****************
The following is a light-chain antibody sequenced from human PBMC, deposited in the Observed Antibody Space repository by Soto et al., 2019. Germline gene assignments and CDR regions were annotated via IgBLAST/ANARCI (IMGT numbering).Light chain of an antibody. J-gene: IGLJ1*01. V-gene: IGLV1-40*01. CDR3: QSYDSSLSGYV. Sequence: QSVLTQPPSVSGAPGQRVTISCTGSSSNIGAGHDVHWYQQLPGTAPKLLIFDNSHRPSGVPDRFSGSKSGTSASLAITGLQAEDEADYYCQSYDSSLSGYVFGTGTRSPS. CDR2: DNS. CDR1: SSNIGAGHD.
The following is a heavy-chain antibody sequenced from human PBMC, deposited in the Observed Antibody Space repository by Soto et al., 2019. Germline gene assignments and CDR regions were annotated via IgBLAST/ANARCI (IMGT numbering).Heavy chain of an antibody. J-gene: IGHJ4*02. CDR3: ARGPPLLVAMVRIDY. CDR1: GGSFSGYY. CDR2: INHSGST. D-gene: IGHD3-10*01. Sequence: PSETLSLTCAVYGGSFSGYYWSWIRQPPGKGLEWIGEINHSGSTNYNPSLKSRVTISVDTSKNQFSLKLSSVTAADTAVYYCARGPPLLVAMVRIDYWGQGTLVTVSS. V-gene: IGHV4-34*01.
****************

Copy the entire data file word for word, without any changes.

The following is a light-chain antibody sequenced from human PBMC, deposited in the Observed Antibody Space repository by Soto et al., 2019. Germline gene assignments and CDR regions were annotated via IgBLAST/ANARCI (IMGT numbering).Light chain of an antibody. J-gene: IGLJ1*01. V-gene: IGLV1-40*01. CDR3: QSYDSSLSGYV. Sequence: QSVLTQPPSVSGAPGQRVTISCTGSSSNIGAGHDVHWYQQLPGTAPKLLIFDNSHRPSGVPDRFSGSKSGTSASLAITGLQAEDEADYYCQSYDSSLSGYVFGTGTRSPS. CDR2: DNS. CDR1: SSNIGAGHD.
The following is a heavy-chain antibody sequenced from human PBMC, deposited in the Observed Antibody Space repository by Soto et al., 2019. Germline gene assignments and CDR regions were annotated via IgBLAST/ANARCI (IMGT numbering).Heavy chain of an antibody. J-gene: IGHJ4*02. CDR3: ARGPPLLVAMVRIDY. CDR1: GGSFSGYY. CDR2: INHSGST. D-gene: IGHD3-10*01. Sequence: PSETLSLTCAVYGGSFSGYYWSWIRQPPGKGLEWIGEINHSGSTNYNPSLKSRVTISVDTSKNQFSLKLSSVTAADTAVYYCARGPPLLVAMVRIDYWGQGTLVTVSS. V-gene: IGHV4-34*01.